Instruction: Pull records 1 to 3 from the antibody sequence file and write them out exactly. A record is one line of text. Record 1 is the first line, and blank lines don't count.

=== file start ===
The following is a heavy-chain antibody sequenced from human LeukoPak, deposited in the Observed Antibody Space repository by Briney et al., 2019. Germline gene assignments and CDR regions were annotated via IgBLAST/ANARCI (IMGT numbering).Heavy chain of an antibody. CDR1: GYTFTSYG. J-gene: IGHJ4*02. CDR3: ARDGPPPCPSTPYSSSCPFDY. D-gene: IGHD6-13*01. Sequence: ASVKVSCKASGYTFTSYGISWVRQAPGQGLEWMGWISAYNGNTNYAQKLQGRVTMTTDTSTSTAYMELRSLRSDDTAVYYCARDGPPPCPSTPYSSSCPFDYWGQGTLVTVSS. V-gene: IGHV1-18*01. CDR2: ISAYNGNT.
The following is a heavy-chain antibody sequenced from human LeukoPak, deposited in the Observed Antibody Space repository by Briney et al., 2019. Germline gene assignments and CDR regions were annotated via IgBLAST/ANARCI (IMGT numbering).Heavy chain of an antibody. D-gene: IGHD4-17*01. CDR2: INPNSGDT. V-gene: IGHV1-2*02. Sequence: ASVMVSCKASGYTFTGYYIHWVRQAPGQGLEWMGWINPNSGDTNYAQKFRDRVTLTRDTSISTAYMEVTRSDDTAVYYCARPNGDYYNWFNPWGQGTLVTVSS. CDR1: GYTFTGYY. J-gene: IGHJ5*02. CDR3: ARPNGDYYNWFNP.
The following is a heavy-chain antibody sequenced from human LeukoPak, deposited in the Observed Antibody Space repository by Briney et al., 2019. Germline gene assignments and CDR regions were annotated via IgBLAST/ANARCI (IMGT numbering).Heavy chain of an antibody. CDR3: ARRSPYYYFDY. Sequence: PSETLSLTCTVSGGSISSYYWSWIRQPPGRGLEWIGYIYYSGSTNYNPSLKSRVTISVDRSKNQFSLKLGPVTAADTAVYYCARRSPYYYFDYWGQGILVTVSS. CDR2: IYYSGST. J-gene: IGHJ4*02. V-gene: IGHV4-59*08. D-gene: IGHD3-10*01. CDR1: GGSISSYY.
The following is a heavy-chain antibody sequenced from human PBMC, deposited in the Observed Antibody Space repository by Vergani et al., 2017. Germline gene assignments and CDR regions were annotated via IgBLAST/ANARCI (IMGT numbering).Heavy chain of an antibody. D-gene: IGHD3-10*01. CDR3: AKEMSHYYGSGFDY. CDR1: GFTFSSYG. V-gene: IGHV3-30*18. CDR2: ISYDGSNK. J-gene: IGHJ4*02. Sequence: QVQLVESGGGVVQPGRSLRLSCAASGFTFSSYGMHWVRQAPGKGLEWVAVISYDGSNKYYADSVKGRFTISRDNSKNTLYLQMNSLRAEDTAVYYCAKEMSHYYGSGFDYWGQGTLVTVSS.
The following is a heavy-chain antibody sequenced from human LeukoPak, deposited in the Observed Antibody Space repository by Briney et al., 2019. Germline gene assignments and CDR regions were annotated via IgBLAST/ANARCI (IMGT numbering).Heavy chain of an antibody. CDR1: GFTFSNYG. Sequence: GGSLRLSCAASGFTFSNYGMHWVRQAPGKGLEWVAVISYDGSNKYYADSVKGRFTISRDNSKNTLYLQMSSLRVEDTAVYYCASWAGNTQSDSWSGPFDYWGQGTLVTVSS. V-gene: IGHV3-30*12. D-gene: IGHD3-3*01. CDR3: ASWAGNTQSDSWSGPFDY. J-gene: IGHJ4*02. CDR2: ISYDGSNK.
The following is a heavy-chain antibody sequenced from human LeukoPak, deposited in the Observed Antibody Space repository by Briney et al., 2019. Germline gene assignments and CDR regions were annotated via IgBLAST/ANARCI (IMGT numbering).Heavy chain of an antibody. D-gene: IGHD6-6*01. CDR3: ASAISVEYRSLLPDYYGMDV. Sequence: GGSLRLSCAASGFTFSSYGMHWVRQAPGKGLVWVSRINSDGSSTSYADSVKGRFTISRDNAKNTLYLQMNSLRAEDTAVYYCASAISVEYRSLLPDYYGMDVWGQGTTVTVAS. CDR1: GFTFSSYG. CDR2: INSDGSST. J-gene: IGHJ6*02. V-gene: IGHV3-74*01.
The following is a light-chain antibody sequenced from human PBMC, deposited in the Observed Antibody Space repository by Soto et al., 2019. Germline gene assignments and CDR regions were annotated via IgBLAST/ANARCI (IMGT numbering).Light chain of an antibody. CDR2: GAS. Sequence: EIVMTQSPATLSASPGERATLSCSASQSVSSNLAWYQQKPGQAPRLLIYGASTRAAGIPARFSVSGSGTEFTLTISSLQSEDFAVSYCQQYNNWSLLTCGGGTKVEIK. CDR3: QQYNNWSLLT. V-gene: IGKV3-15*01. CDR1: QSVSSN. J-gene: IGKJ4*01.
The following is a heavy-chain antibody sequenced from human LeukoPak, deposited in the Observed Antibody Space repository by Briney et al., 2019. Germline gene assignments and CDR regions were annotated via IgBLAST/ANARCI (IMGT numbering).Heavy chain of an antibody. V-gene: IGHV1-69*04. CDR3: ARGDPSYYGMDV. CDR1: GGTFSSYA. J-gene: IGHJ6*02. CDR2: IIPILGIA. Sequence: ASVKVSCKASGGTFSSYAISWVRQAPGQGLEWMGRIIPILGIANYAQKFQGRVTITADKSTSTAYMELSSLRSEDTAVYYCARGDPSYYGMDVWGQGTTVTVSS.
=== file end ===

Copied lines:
The following is a heavy-chain antibody sequenced from human LeukoPak, deposited in the Observed Antibody Space repository by Briney et al., 2019. Germline gene assignments and CDR regions were annotated via IgBLAST/ANARCI (IMGT numbering).Heavy chain of an antibody. CDR1: GYTFTSYG. J-gene: IGHJ4*02. CDR3: ARDGPPPCPSTPYSSSCPFDY. D-gene: IGHD6-13*01. Sequence: ASVKVSCKASGYTFTSYGISWVRQAPGQGLEWMGWISAYNGNTNYAQKLQGRVTMTTDTSTSTAYMELRSLRSDDTAVYYCARDGPPPCPSTPYSSSCPFDYWGQGTLVTVSS. V-gene: IGHV1-18*01. CDR2: ISAYNGNT.
The following is a heavy-chain antibody sequenced from human LeukoPak, deposited in the Observed Antibody Space repository by Briney et al., 2019. Germline gene assignments and CDR regions were annotated via IgBLAST/ANARCI (IMGT numbering).Heavy chain of an antibody. D-gene: IGHD4-17*01. CDR2: INPNSGDT. V-gene: IGHV1-2*02. Sequence: ASVMVSCKASGYTFTGYYIHWVRQAPGQGLEWMGWINPNSGDTNYAQKFRDRVTLTRDTSISTAYMEVTRSDDTAVYYCARPNGDYYNWFNPWGQGTLVTVSS. CDR1: GYTFTGYY. J-gene: IGHJ5*02. CDR3: ARPNGDYYNWFNP.
The following is a heavy-chain antibody sequenced from human LeukoPak, deposited in the Observed Antibody Space repository by Briney et al., 2019. Germline gene assignments and CDR regions were annotated via IgBLAST/ANARCI (IMGT numbering).Heavy chain of an antibody. CDR3: ARRSPYYYFDY. Sequence: PSETLSLTCTVSGGSISSYYWSWIRQPPGRGLEWIGYIYYSGSTNYNPSLKSRVTISVDRSKNQFSLKLGPVTAADTAVYYCARRSPYYYFDYWGQGILVTVSS. CDR2: IYYSGST. J-gene: IGHJ4*02. V-gene: IGHV4-59*08. D-gene: IGHD3-10*01. CDR1: GGSISSYY.